Claimant weighed 191 pounds by March of 2009 and 188 pounds by June of that year.

R. 316, 331.

D. The ALJ's Decision-November 23, 2009

After a hearing and review of the medical evidence, the ALJ determined Claimant had the residual functional capacity ("RFC")*fn8 to perform a significant number of jobs in the national economy and therefore denied his application for DIB. R. 8--19. The ALJ evaluated Claimant's application under the required five-step sequential analysis. At step one, the ALJ found Claimant had not engaged in any substantial gainful activity since January 5, 2007, the alleged onset date. R. 13. At step two, the ALJ found Claimant had the severe impairments of mild degenerative disc disease, presumed arthritis of the right knee, and tenosynovitis of the left hand. Id. At step three, the ALJ found Claimant did not have an impairment or combination of impairments that meets or medically equals one of the impairments listed in 20 C.F.R. Pt. 404, Subpt. P, App. 1. Id.

The ALJ then proceeded to consider Claimant's RFC and found Claimant capable of performing medium work, provided that the work did not involve climbing ladders, ropes or scaffolds, and only occasionally involved kneeling, crouching, crawling, or stooping. R. 14. The ALJ found Claimant's medically determinable impairments could reasonably be expected to cause the alleged symptoms, but concluded that Claimant's statements regarding the intensity, persistence, and limiting effects of these symptoms were not entirely credible.

R. 15.

The ALJ discounted Claimant's back issues. The ALJ relied in particular on Dr. Jain's examination of October 23, 2007, which she characterized as "unremarkable" and without signs of serious back problems. Id. Likewise, two state medical consultants reviewed Claimant's medical history, including an MRI of Claimant's back, and did not see any remarkable abnormalities. R. 16. The ALJ also noted that Claimant had received little treatment or drugs for his back pain. R. 17. The ALJ gave some weight to Claimant's testimony about back pain by including in the RFC finding postural limitations not recommended by the medical consultants. R. 16.

The ALJ also discussed Claimant's various other medical issues. Concerning Claimant's knee problems, the ALJ found a limited history of medical treatment for Claimant's knees. Id. Claimant had been diagnosed with diabetes in November 2008, which he treated with oral medication and diet. Id. The ALJ found that Claimant had urinary stones and diverticulosis, but both appeared to be asymptomatic. R. 15--16. The ALJ also noted that Claimant drives once or twice every day, exercises regularly, laid hardwood floors recently, and is active around the house. R. 16--17.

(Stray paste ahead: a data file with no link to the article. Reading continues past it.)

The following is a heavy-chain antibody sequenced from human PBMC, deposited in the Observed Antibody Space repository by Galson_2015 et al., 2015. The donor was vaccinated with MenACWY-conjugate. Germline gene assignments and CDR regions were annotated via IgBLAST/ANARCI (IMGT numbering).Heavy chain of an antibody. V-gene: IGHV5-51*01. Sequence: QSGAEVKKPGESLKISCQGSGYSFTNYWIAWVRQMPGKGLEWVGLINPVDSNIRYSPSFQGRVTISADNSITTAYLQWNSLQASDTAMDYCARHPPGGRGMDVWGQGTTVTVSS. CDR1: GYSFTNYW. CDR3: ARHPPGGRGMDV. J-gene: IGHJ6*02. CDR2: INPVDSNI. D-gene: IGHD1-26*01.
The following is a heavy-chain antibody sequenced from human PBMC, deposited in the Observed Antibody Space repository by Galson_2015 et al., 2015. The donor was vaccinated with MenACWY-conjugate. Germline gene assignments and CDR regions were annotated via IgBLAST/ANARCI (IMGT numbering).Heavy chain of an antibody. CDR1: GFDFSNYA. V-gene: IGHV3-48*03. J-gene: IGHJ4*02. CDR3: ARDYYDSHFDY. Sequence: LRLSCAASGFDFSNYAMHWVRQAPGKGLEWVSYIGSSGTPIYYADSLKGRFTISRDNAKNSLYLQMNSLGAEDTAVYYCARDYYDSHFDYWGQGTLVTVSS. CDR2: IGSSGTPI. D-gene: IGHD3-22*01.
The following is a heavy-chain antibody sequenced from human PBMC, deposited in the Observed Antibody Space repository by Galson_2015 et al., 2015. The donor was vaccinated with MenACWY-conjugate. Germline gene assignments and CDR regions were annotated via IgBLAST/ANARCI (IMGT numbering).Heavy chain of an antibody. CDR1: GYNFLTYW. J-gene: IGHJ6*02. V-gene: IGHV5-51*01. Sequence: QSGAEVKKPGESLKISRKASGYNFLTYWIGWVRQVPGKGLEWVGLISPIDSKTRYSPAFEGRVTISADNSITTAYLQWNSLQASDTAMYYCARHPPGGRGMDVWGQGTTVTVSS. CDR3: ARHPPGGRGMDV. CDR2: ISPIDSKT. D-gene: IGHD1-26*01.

At step four, the ALJ concluded Claimant could not perform his past relevant work as a maintenance engineer/mechanic. R. 17. At step five, the ALJ considered whether Claimant had the RFC, work experience, and education to find work in a new job. R. 18.

Relying on the VE's testimony, the ALJ determined that Claimant could work as a bagger, a cleaner, or a hand packer, and that significant numbers of these jobs existed in the national economy. Id. The ALJ therefore concluded that Claimant was not disabled under the Social Security Act. R. 19.


A. Standard of Review

The "findings of the Commissioner of Social Security as to any fact, if supported by substantial evidence, shall be conclusive." 42 U.S.C. § 405(g). A decision by an ALJ becomes the Commission's final decision if the Appeals Council denies a request for review. Sims v. Apfel, 530 U.S. 103, 106--07 (2000). Under such circumstances, the district court reviews the decision of the ALJ. Id. The reviewing court may enter judgment "affirming, modifying, or reversing the decision of the [Commissioner], with or without remanding the cause for a rehearing." 42 U.S.C. § 405(g).

Substantial evidence is "such relevant evidence as a reasonable mind might accept as adequate to support a conclusion." Richardson v. Perales, 402 U.S. 389, 401 (1971). A "mere scintilla" of evidence is not enough. Scott v. Barnhart, 297 F.3d 589, 593 (7th Cir. 2002). Even when the record contains adequate evidence to support the decision, the findings will not be upheld if the ALJ does not "build an accurate and logical bridge from the evidence to the conclusion." Berger v. Astrue, 516 F.3d 539, 544 (7th Cir. 2008). If the Commissioner's decision lacks evidentiary support or adequate discussion of the issues, it cannot stand. Villano v. Astrue, 556 F.3d 558, 562 (7th Cir. 2009).